Across the U.S., economic mobility is frequently linked with geography. Some places afford poor children the opportunity to do better economically than their parents did, and other places do not. Social networks, providing access to support, information, power, and resources, are a critical and often neglected element of opportunity structures. Social capital matters for mobility.

We undertook this research project to understand and compare the social networks of groups of diverse individuals in three U.S. cities (Racine, WI; San Francisco, CA; and Washington, DC) relative to job, stable housing, and educational opportunities. These three cities were selected because of their very different economic mobility profiles: San Francisco is a high-mobility city, Washington is a city of moderate economic mobility, and Racine is a low mobility city.

We analyzed over 30,000 interpersonal network connections across all three cities, drawing on rich data from 254 interview participants: 107 in Washington, 96 in San Francisco, and 51 in Racine. Interviews were conducted between May 15, 2020, and July 24, 2020. These networks were then evaluated for size (i.e., number of people), composition (i.e., range of connection types, such as familial or professional) and strength (i.e., the value of connection as a source of assistance).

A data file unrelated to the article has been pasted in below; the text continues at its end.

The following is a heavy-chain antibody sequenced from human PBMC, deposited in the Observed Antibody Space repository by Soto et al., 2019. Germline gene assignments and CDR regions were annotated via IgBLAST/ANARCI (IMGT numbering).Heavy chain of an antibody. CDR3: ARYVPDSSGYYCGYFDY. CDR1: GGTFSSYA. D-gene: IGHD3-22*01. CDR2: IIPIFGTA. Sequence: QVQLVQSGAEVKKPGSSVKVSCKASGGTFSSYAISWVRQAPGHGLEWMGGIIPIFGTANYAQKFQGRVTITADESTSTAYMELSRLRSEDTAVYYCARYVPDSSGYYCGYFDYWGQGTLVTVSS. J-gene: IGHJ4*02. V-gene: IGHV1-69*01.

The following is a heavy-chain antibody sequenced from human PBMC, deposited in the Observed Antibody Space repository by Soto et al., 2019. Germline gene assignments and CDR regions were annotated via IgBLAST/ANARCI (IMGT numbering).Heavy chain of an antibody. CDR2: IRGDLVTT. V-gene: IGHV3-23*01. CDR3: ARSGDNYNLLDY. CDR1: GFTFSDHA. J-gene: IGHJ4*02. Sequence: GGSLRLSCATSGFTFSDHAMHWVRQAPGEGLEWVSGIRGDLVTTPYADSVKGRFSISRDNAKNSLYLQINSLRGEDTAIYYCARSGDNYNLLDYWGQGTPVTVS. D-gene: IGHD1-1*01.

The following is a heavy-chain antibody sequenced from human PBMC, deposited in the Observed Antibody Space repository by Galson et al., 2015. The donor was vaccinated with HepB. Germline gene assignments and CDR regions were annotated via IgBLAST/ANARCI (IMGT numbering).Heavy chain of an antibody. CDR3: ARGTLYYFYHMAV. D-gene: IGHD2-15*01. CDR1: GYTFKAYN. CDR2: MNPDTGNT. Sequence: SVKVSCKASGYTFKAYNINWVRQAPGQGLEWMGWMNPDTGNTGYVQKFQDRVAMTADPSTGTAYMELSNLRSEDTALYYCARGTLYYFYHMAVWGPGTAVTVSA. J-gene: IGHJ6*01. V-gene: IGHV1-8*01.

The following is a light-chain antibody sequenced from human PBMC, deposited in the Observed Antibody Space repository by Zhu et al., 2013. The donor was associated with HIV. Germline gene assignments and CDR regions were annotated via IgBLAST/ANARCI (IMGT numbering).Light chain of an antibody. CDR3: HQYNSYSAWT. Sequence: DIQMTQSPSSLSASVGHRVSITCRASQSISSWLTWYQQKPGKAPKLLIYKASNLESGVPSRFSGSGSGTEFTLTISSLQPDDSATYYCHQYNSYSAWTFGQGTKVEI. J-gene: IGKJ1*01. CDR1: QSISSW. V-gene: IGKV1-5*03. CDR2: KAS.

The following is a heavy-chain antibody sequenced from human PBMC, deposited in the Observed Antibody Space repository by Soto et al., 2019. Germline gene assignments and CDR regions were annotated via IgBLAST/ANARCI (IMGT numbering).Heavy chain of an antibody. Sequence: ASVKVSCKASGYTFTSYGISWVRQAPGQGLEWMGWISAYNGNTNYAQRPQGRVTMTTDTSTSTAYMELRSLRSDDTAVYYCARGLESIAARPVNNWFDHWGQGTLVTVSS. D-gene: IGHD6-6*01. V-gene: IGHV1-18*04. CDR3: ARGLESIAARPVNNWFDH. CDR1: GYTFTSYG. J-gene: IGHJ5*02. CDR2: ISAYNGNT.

In an initial effort to understand how the network characteristics differed by demography and geography, we investigated the topic-specific network data by city and the following demographic characteristics of the participants: age, race, gender, educational attainment, individual income, and neighborhood of residence.

After our initial investigation of these social networks, we determined that race and gender were the most important explanatory characteristics in Racine and Washington, and that race and individual income (either below $50,000 or $50,000 and above, annually) were most important in San Francisco.

Read the full report about economic mobility by Camille Busette, Jill Simmerman Lawrence, Richard V. Reeves, and Sarah Nzau at Brookings.